Over the last few days there has been plenty of uncertainty in the global economy. Banks have failed, shares have plunged and deposits have disappeared. Even a nation has gone bust as Iceland attempts to keep the country from free falling into a recession. Not just that, the Icelandic troubles have caused ripples across Europe as many of us have our hard earned savings deposited in one of Iceland’s three biggest subsidiaries. An estimated 300, 000 British savers have high interest accounts with deposits amounting to £4 billion, which now stands frozen and no information is forthcoming although the UK’s Financial Services Authority has assured that British savers would be compensated.
The present global financial crisis is not something that erupted all of a sudden. It has been lingering over a period of time. There is some evidence to indicate the current turmoil was in part brought about by the executives using analytical and technical approaches poorly. Financial companies use analytical models to base their decisions and they have been very poor in their approach to financial management. For example, firms continued to make subprime loans even though the charge off rates were climbing. They assumed that real estate values would continue to rise and there would be more liquidity in the market which lead to a housing crisis in the world’s largest economy. Is there an end in sight? Clearly, the underlying problems will take time to work through as Governments attempt to take control of the situation.
We have seen many downturns across the centuries which have taken the sheen out of economic growth. Historians have likened the origins of the current financial crisis to the great depression of the 1870s. iTulip, a leading economic and financial news commentary site, has a great article comparing the economic crisises from two different eras. iTulip is a community of best minds in the financial sector which collectively predicts global economic patterns. Apparently, iTulip has been correctly calling economic predictions in the last decade. Strange that iTulip takes its name from a gorgeous flower – Tulips, our favourite at Arena Flowers. There certainly must be a reason!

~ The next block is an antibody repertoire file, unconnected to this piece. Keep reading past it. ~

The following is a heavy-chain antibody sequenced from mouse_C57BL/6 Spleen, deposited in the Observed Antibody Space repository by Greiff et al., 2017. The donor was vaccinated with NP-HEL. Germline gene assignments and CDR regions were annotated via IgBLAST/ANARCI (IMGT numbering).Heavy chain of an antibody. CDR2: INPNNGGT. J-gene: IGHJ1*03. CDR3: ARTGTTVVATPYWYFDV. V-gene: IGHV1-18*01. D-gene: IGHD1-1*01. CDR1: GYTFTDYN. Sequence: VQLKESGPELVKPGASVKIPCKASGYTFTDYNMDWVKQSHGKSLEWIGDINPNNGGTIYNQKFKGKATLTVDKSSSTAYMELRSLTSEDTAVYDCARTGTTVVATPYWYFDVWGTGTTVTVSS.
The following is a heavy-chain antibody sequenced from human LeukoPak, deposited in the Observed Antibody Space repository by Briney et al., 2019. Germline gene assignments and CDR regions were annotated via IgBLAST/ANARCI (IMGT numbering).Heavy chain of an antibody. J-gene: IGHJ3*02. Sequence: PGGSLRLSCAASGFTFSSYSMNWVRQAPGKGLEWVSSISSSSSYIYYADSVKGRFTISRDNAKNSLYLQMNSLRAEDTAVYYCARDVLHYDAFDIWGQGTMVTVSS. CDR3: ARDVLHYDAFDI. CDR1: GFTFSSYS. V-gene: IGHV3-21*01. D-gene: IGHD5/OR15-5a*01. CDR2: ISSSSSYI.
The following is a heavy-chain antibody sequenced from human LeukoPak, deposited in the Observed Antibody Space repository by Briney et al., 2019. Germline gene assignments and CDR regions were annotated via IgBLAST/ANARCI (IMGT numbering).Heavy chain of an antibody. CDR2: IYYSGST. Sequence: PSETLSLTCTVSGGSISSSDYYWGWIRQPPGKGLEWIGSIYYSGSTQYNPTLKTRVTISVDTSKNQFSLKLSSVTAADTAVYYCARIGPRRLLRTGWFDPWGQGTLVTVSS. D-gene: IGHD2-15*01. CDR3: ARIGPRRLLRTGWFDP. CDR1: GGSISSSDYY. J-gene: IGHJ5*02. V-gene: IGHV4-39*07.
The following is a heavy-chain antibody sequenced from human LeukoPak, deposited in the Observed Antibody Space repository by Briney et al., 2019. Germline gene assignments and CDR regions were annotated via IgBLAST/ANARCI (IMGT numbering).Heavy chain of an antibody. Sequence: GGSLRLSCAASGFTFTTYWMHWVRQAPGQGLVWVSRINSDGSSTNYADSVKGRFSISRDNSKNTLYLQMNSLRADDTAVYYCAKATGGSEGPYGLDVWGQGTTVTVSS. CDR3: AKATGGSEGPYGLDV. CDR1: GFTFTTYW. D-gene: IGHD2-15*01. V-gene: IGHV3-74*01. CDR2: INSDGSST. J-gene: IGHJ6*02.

Tulips have for a long time been associated with Holland, ever since they were brought to Europe in the 16th century. These large, showy and solitary flowers were indigenous to parts of Central Asia before they were brought to Europe. Similar to the current economic crisis, there was a period in Dutch history in the 17th century, often referred to as the Dutch Golden Age, when prices of the tulip bulbs reached extremely high levels. At the peak of this period tulip contracts sold for as much as £4 million a bulb adjusted to present day value. Much like the present day, where owning a property is seen as a status symbol, tulips held a similar status leading to speculations about pricing. This prompted the Dutch to create a formal futures market, where contracts were bought and sold at the end of the tulips season and traders took catastrophic risks similar to present day financial executives. This led to a steep increase in prices for tulip bulbs until it collapsed completely in 1637, much like the financial firms today.
While the Governments and the financial firms fight the economic demons, we recommend our customers appease those affected in the current downturn by sending a bunch of fresh, vibrant tulips from Arena Flowers. But then we would say that, as we’re a florist! We have an incredible selection of white, red, pink, orange & yellow tulips for you to choose from. Remember, tulips were, for sometime considered a form of currency and might just be the solution to the current financial crisis!
Similar Posts: If you liked this post you may find our other post The Sky Isn’t Falling In: Global Financial Troubles – Are They Real & How To Respond interesting!! You may also want to read about the Meaning of Tulips.